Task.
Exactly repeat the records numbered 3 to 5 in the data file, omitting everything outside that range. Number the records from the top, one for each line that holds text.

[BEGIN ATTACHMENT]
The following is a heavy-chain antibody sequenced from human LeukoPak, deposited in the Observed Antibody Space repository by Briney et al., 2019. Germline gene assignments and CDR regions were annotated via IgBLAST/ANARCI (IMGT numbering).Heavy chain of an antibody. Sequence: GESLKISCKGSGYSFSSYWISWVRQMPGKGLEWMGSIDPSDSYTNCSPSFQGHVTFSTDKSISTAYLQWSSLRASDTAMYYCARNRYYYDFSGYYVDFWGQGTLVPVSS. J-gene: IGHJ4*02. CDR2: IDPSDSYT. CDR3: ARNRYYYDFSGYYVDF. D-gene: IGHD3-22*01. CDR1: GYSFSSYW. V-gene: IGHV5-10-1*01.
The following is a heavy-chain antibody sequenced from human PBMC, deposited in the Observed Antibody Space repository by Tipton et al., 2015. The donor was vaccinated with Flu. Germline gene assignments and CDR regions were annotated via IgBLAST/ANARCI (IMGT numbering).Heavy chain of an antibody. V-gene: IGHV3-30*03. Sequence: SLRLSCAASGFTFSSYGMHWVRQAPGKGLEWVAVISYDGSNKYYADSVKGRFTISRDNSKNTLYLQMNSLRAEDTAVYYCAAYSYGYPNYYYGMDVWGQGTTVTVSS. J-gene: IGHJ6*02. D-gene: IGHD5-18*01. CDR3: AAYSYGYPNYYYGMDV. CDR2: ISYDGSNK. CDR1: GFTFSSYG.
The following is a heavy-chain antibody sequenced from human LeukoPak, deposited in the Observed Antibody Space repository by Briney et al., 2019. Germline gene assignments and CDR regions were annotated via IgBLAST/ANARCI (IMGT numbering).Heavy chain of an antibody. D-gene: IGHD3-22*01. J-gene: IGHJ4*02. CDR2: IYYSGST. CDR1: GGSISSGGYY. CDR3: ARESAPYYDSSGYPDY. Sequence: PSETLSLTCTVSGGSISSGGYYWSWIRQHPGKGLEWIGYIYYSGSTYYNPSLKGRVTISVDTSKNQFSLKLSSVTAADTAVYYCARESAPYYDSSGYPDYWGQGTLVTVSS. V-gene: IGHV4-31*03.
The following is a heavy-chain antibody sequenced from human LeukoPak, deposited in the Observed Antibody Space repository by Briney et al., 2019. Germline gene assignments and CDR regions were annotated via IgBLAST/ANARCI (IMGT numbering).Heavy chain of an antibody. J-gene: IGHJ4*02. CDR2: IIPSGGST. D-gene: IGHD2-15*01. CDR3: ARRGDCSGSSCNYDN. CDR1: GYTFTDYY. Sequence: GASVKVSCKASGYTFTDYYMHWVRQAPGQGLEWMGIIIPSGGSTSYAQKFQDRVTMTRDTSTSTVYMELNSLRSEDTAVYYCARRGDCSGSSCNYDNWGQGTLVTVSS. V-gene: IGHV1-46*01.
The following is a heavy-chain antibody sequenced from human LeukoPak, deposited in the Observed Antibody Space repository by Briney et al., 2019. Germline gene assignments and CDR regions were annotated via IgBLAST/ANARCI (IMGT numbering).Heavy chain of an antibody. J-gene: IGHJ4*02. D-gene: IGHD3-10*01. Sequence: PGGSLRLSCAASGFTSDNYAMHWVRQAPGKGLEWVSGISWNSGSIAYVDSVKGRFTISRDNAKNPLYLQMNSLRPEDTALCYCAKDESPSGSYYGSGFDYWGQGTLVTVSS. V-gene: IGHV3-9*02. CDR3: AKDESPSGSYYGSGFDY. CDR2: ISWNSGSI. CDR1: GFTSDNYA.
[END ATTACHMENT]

The following is a heavy-chain antibody sequenced from human LeukoPak, deposited in the Observed Antibody Space repository by Briney et al., 2019. Germline gene assignments and CDR regions were annotated via IgBLAST/ANARCI (IMGT numbering).Heavy chain of an antibody. D-gene: IGHD3-22*01. J-gene: IGHJ4*02. CDR2: IYYSGST. CDR1: GGSISSGGYY. CDR3: ARESAPYYDSSGYPDY. Sequence: PSETLSLTCTVSGGSISSGGYYWSWIRQHPGKGLEWIGYIYYSGSTYYNPSLKGRVTISVDTSKNQFSLKLSSVTAADTAVYYCARESAPYYDSSGYPDYWGQGTLVTVSS. V-gene: IGHV4-31*03.
The following is a heavy-chain antibody sequenced from human LeukoPak, deposited in the Observed Antibody Space repository by Briney et al., 2019. Germline gene assignments and CDR regions were annotated via IgBLAST/ANARCI (IMGT numbering).Heavy chain of an antibody. J-gene: IGHJ4*02. CDR2: IIPSGGST. D-gene: IGHD2-15*01. CDR3: ARRGDCSGSSCNYDN. CDR1: GYTFTDYY. Sequence: GASVKVSCKASGYTFTDYYMHWVRQAPGQGLEWMGIIIPSGGSTSYAQKFQDRVTMTRDTSTSTVYMELNSLRSEDTAVYYCARRGDCSGSSCNYDNWGQGTLVTVSS. V-gene: IGHV1-46*01.
The following is a heavy-chain antibody sequenced from human LeukoPak, deposited in the Observed Antibody Space repository by Briney et al., 2019. Germline gene assignments and CDR regions were annotated via IgBLAST/ANARCI (IMGT numbering).Heavy chain of an antibody. J-gene: IGHJ4*02. D-gene: IGHD3-10*01. Sequence: PGGSLRLSCAASGFTSDNYAMHWVRQAPGKGLEWVSGISWNSGSIAYVDSVKGRFTISRDNAKNPLYLQMNSLRPEDTALCYCAKDESPSGSYYGSGFDYWGQGTLVTVSS. V-gene: IGHV3-9*02. CDR3: AKDESPSGSYYGSGFDY. CDR2: ISWNSGSI. CDR1: GFTSDNYA.